Several weeks ago, I was asked in a Facebook group whether mental health was a good reason for a gay person to set aside a commitment to celibacy. A young man wanted to know, more or less, whether it was “better to need medication for mental health issues than to stay committed to a traditional Christian sexual ethic.” Here’s, more or less, what I had to say…
“I should preface this by saying that I haven’t read every post in this thread, and also by saying that some of this might come off as insensitive (or actually be insensitive). So take it with a grain of salt. I don’t know you personally, so I’m hesitant to comment at all. But I’ll give a response based on some of my experiences:
1) If you’re struggling with mental health, you really should see a professional. I’m not sure if any of us are qualified here to comment on your mental health, and even if we were, this wouldn’t be the forum, especially since it’s not in the context of an ongoing personal relationship.
2) Sometimes people ask the question, “If X is so hard on me, shouldn’t I be able to do Y”? A lot of times those people are looking for permission to do something, but really none of us can make this choice for that person. That person is his/her own moral agent. People ask that question often in an attempt to set moral agency on others, which I think is kind of an unfair situation. And then when people don’t give the “permission” sought after, they’re accused of being insensitive. I don’t know if this is what’s happening here, but that’s my experience (as someone who’s done that).
Ultimately, I also object to the form of the question. It sets up a binary that I simply don’t believe in. While it asks a question that makes sense to me on an emotional level, I think it sets up a false binary that fails to recognize the multifaceted nature of the problem. And it backs well-meaning (even if, for some, misguided) Christians into an unnecessary corner.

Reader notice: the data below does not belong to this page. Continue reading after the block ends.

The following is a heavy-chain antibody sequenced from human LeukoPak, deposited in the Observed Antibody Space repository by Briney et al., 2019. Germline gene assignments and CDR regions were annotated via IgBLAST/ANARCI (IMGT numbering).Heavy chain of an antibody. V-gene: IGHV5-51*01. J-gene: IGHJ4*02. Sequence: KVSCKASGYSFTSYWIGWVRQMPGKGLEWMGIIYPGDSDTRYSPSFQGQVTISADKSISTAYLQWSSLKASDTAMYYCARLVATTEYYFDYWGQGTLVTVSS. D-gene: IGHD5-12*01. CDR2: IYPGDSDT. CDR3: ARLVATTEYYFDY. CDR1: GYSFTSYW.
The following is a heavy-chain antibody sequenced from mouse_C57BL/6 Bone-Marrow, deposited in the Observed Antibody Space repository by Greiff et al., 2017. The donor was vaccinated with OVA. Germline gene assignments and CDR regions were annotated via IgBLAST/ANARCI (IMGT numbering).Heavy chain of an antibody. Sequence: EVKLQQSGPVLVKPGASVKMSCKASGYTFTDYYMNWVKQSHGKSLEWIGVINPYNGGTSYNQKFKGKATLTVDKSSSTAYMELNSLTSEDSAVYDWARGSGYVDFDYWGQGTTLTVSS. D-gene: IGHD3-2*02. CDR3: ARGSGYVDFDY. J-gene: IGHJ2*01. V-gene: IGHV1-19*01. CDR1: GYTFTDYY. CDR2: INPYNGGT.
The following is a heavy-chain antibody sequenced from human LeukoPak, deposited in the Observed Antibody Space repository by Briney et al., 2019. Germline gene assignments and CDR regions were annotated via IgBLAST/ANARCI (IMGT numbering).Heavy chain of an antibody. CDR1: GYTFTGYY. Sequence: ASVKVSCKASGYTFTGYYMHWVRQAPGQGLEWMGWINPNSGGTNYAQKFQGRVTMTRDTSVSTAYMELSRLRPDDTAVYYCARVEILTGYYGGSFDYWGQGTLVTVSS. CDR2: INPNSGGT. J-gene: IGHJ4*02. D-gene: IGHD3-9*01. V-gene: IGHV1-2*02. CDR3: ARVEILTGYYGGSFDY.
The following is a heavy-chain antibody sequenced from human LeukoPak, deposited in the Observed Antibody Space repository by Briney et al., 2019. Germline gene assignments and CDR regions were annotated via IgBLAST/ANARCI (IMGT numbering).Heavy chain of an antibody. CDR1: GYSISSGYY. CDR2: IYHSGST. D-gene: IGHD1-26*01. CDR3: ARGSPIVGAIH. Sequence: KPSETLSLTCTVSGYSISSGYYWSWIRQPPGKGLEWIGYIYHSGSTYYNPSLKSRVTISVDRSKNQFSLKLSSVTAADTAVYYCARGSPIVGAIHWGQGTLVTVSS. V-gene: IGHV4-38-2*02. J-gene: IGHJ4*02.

3) There are many ways to live a “traditional Christian sexual ethic.” I suppose you’re wondering about openness to a sexual relationship with someone. I don’t think that getting into a relationship should ever be seen as a solution to mental health issues. Usually those issues carry into the relationship (again, been there, done that). Mental health issues are often related to the way we perceive our sexualities, especially for sexual minorities. But I’ve found that the choices we make related to our sexualities are usually symptoms/results of our interior lives, rather than the foundations of our interior lives. For me, it’s never been celibacy that’s really been the problem, but rather my perception of what celibacy means, or the unhealthy ways in which I was trying to live it out, or taking too seriously harmful messages about it I received from others, or separate but related insecurities.
4) Mental anguish is something a lot of gay Christians committed to a traditional sexual ethic have gone through, including myself. For me, it didn’t really come from this commitment, but more from interior dishonesties, fears, and insecurities that I didn’t want to confront. I don’t know what it is for you, but I don’t think you’re going to find a satisfying answer in a Facebook group. We can offer our thoughts and try to help, but this is something that should be explored more in your personal life and with the people connected to that (as mentioned before, I also strongly recommend counseling; I’ve benefited tremendously from counseling).
5) In the end, I do think that the traditional sexual ethic is the most intellectually consistent position as a Christian (although I understand that there are compelling, if not convincing to me, reasons to abandon it), and this is the position I’ve committed myself to. I do think I benefited from having an atheist/somewhat hedonist period (which I think was actually just me being more honest with what had been going on interiorly for some time), but I was never really happy during that time.
I’m in a romantic relationship currently, but I think part of why it’s been going well is because I got to a place where I really didn’t feel like I needed it when it started. Otherwise, I think the relationship would be really needy/co-dependent. Because I know I’d be quite happy single, I think there’s a lot more freedom, not only in this particular relationship but also in my friendships more broadly.
6) If thinking through what it means to live out this commitment is too much, perhaps it may be good to take a break from thinking about it? I often think people would benefit more from focusing on: cultivating a good prayer life, seeking productive work, building a community, and doing service.”